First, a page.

Robert Plummer, 40 Questions About Interpreting the Bible. Kregel, 2010. This is part of a new series of books, “40 Questions About…”. Other titles are on biblical law, worship, election and atonement, the end times, and other topics.

C.E. Hill, Who Chose the Gospels? Oxford University Press, 2010. There are many claims and counterclaims about the gospels, canonisation, and various non-canonical gospels. Hill does a great job examining the evidence.

William Lane Craig, On Guard. David C Cook, 2010. In this helpful volume the veteran Christian apologist offers a training manual for those seeking to defend the faith and disarm critics.

D.A. Carson, The God Who is There. Baker, 2010. The biblical storyline and how it impacts on the life of the believer is here very nicely unpacked and expounded.

Trevin Wax, Holy Subversion. Crossway, 2010. A prophetic call to reject the idols of our age and put Christ first in every area of life. A clarion call to a countercultural lifestyle.

Non-Christian titles

Paul Kengor, Dupes. ISI Books, 2010. Kengor documents how Western leftists of all stripes have been duped and used by Communists for nearly a century.

Thomas Sowell, Basic Economics, 4th ed. Basic Books, 2010. First penned in 2001, this classic work gets better with every new edition. Sowell is a leading American free market economist and conservative thinker. A classic text in economics.

Benjamin Wiker, 10 Books Every Conservative Should Read. Regnery, 2010. Time-honoured conservative writings are here profiled, with authors ranging from Aristotle to Chesterton, and Shakespeare to Hayek.

Jay Richards, Money, Greed, and God. HarperOne, 2009. Contrary to the claims of the religious left, a solid biblical case can be made for the free market.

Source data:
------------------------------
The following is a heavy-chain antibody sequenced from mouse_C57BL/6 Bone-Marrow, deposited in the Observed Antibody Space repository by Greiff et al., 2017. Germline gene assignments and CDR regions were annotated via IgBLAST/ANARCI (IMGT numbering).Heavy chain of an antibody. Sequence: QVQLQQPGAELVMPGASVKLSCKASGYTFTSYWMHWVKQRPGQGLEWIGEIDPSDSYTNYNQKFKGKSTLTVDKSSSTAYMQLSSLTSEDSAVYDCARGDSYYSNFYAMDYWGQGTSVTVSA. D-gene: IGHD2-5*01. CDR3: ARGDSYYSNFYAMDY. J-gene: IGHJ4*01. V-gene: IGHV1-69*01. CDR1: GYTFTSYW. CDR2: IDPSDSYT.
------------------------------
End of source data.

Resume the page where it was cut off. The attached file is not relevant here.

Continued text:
Adam Bellow, ed., New Threats to Freedom. Templeton Press, 2010. Some thirty authors look at various new threats to liberty around the world, and how they can be resisted.

Thomas Sowell, Dismantling America. Basic Books, 2010. The noted writer and thinker here offers a collection of some of his recent columns on social, legal, political and economic issues.

Andrew McCarthy, The Grand Jihad. Encounter Books, 2010. Careful documentation of how Islamists and Western leftists are working together to undermine America and the West.

S.E. Cupp, Losing Our Religion. Threshold Editions, 2010. Cupp is an atheist, but she sees clearly that Christian freedoms are being whittled away in America.

Gail Dines, Pornland. Beacon Press, 2010. The American sociology professor here tackles the pornification of culture, documenting its very real negative effects.

Oleg Atbashian, Shakedown Socialism. Greenleaf Press, 2010. The Soviet emigrant to the US writes with passion and wit about the staggering shortcomings of socialism, both past and present.

(For Australian shoppers, most of the Christian titles can be found at Koorong Books.)

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17 Replies to “Recommended Reading for the Christmas Break”

  1. Just finished “The Rage Against God” by Peter Hitchens brother to Christopher the renown atheist. Its his story of “How Atheism led him to faith” worth adding to the list in my opinion.
    Jim Garlick

  2. Thanks Damien

    I just ordered it from the US about 5 hours ago! So I will do a review of it when it arrives. It looks very important indeed.

    Bill Muehlenberg, CultureWatch

  3. Hi Bill

    I just started to read the City of God by St. Augustine.

    It will take a while as it has over a 1000 pages, but it is good reading.

    Anne van Tilburg